McGourty said that doesn't go unnoticed by thieves.
"Criminals are aware of that, and they know that as long as they stay within that threshold, they'll only get hit with a misdemeanor if they get caught," said McGourty, who previously spent 10 years as an organized retail crime investigator for the TJX Companies, operator of TJ Maxx, Marshall's and other stores. "The reward for them actually outweighs the risk."
"They're not dumb," Karr said of the thieves.
"I think a lot of it is criminals taking advantage of the climate -- the political climate," Berlin said, with criminals believing police may be more cautious in the post-George Floyd era and exploiting that caution.
McGourty said the reward comes when the thieves sell the stolen merchandise online, often making hundreds of dollars from each high-end item they steal.
"It's very lucrative," he said. "And once they see they can get away with it at one store, they're going to do it at others."
How to stop it
Preventing these organized thefts -- especially the "flash mob" smash-and-grabs that seem to be running rampant -- requires better coordination between law enforcement and store security, as well as monitoring various social media sites and other online platforms where they're often organized, McGourty said.
It also may require society to view these crimes differently.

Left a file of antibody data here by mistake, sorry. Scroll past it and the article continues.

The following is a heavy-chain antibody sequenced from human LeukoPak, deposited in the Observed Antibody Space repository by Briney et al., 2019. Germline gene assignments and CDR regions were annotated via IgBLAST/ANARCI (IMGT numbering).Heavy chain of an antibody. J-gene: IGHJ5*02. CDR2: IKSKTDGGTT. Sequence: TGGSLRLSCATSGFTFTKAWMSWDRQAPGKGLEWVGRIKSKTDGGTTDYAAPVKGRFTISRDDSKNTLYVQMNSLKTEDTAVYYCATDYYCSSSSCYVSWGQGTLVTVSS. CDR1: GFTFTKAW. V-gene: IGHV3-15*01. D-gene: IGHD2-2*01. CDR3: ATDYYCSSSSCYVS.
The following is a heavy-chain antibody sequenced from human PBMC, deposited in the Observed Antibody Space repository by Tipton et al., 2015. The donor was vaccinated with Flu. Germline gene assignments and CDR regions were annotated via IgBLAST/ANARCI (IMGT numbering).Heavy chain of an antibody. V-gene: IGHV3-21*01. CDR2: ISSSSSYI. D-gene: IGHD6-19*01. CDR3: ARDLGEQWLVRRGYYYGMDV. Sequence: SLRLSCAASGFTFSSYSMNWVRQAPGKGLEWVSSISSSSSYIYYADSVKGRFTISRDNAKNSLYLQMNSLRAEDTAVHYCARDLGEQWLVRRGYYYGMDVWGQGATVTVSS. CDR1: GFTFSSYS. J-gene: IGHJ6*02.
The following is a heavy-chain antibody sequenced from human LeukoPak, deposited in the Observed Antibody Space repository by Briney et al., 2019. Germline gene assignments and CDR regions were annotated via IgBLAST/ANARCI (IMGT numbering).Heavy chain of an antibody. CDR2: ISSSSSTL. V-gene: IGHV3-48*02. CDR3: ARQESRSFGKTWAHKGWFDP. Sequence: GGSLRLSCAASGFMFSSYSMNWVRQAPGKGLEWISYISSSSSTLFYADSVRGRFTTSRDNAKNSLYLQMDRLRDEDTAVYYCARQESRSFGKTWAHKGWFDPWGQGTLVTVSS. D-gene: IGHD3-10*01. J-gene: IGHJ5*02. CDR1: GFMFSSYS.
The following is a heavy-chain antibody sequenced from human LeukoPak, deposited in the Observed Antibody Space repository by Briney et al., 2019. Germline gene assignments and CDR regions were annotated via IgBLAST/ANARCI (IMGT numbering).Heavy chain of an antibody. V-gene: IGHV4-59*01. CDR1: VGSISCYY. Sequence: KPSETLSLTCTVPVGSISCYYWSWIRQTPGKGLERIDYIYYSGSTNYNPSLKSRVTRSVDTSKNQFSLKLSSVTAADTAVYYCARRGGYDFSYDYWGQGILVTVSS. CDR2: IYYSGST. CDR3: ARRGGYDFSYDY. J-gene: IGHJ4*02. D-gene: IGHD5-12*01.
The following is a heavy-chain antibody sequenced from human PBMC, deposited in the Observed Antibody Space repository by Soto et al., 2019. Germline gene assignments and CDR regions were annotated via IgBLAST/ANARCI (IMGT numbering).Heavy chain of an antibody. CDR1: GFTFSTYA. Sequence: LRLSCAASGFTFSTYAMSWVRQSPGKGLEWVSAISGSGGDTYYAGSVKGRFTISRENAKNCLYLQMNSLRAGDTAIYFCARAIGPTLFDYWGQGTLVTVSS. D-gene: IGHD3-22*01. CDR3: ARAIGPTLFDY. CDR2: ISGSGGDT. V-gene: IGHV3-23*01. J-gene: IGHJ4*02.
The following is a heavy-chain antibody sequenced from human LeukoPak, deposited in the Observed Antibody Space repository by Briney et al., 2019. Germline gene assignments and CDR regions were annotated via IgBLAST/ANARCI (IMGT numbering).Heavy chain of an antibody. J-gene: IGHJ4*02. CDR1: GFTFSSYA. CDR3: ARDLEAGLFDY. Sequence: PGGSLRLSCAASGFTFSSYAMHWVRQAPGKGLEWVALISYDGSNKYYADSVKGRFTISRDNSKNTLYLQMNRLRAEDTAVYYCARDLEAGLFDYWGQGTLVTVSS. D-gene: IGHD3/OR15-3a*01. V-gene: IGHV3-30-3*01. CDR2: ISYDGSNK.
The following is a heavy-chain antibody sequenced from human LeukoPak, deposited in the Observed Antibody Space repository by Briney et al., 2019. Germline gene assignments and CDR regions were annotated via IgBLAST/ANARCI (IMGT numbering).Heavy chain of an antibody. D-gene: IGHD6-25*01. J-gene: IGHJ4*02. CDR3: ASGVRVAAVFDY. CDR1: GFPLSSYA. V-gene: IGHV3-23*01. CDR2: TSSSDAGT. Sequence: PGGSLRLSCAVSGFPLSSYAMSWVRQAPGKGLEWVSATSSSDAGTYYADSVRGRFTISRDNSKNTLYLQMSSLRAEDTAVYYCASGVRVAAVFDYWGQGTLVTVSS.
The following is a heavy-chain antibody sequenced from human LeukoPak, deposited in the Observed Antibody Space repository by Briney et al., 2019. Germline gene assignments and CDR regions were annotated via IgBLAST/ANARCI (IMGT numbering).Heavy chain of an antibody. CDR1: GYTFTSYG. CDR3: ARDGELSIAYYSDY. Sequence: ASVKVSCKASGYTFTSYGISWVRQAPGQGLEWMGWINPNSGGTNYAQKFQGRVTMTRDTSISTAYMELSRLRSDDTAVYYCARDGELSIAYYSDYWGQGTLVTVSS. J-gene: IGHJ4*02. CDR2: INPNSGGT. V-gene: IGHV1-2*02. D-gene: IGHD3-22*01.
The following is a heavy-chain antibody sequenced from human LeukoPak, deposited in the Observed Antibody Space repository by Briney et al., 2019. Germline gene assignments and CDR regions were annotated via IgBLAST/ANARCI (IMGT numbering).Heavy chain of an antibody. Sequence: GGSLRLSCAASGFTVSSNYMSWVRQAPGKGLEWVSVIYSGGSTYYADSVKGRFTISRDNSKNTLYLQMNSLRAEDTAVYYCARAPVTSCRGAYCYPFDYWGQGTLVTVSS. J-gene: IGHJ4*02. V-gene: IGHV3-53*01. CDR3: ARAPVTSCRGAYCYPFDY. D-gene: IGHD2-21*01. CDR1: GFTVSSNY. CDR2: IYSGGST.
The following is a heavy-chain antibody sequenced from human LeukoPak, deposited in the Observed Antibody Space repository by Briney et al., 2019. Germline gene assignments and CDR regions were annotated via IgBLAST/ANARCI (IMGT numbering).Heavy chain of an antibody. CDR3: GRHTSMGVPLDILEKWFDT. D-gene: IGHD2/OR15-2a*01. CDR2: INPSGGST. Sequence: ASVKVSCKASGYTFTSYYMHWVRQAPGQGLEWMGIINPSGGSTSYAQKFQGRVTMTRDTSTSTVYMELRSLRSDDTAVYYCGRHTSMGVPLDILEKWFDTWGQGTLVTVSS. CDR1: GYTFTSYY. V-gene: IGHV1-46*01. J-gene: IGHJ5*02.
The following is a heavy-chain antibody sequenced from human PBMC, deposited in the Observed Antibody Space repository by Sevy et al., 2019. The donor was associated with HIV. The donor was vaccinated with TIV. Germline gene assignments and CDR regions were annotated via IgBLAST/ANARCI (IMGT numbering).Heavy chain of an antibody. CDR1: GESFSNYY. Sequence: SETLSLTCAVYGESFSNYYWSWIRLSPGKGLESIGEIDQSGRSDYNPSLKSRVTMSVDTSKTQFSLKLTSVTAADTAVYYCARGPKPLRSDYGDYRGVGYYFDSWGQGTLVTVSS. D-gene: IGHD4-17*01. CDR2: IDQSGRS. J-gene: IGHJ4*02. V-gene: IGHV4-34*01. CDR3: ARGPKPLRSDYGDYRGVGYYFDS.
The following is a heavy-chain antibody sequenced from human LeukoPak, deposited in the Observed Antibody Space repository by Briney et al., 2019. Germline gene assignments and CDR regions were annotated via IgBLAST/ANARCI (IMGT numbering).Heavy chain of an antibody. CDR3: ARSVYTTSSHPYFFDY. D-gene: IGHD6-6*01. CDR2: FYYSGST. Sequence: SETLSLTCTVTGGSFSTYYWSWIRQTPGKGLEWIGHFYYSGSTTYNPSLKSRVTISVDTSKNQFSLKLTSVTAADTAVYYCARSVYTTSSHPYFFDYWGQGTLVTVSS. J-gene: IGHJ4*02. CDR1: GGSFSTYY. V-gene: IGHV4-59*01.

"We've seen guns, we've seen knives ... we had one shoplifter caught with a machete," he said. "It's definitely a problem, but our society views these crimes as nonviolent."
Berlin said he hears from defense attorneys that their clients tell them "I'm not coming back to DuPage County."
"We've had a reputation of being tough. We take these crimes very seriously," Berlin said. "Ulta was a great example of how we treat it," citing the high bails a judge set for the four adult defendants -- $100,000 for three of them, $175,000 for the fourth.
The Ulta robbery is also an example of cooperation between police agencies. Chicago police notified Oak Brook police that a vehicle suspected of being involved in illegal activity earlier that day was parked in front of the store. Oak Brook police arrived too late to stop the robbery, but Hinsdale police chased the car on the Tri-State Tollway and arrested the suspects.
Northbrook Police Chief Christopher Kennedy told us his department is working closely with Northbrook Court's owners and retailers, who are making changes to enhance security.